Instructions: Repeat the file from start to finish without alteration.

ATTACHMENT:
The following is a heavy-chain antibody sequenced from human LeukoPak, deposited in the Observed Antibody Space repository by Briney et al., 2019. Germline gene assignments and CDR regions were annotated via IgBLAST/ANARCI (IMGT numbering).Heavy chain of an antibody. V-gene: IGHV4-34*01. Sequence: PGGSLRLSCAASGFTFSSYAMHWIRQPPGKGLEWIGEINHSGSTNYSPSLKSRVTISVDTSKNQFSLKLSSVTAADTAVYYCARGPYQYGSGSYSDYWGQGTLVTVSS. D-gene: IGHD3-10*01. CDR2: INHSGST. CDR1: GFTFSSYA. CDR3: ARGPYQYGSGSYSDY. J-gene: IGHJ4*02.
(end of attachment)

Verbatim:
The following is a heavy-chain antibody sequenced from human LeukoPak, deposited in the Observed Antibody Space repository by Briney et al., 2019. Germline gene assignments and CDR regions were annotated via IgBLAST/ANARCI (IMGT numbering).Heavy chain of an antibody. V-gene: IGHV4-34*01. Sequence: PGGSLRLSCAASGFTFSSYAMHWIRQPPGKGLEWIGEINHSGSTNYSPSLKSRVTISVDTSKNQFSLKLSSVTAADTAVYYCARGPYQYGSGSYSDYWGQGTLVTVSS. D-gene: IGHD3-10*01. CDR2: INHSGST. CDR1: GFTFSSYA. CDR3: ARGPYQYGSGSYSDY. J-gene: IGHJ4*02.